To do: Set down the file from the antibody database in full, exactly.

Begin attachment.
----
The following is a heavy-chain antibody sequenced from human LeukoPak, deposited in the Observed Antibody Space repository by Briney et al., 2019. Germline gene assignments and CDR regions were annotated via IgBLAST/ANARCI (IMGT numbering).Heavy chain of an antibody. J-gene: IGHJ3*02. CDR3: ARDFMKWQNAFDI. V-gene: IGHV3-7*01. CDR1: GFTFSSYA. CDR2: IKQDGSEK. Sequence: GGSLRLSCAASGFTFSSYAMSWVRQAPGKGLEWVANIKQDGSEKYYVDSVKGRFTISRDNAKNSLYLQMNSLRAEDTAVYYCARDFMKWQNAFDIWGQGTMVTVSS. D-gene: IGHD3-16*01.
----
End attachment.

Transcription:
The following is a heavy-chain antibody sequenced from human LeukoPak, deposited in the Observed Antibody Space repository by Briney et al., 2019. Germline gene assignments and CDR regions were annotated via IgBLAST/ANARCI (IMGT numbering).Heavy chain of an antibody. J-gene: IGHJ3*02. CDR3: ARDFMKWQNAFDI. V-gene: IGHV3-7*01. CDR1: GFTFSSYA. CDR2: IKQDGSEK. Sequence: GGSLRLSCAASGFTFSSYAMSWVRQAPGKGLEWVANIKQDGSEKYYVDSVKGRFTISRDNAKNSLYLQMNSLRAEDTAVYYCARDFMKWQNAFDIWGQGTMVTVSS. D-gene: IGHD3-16*01.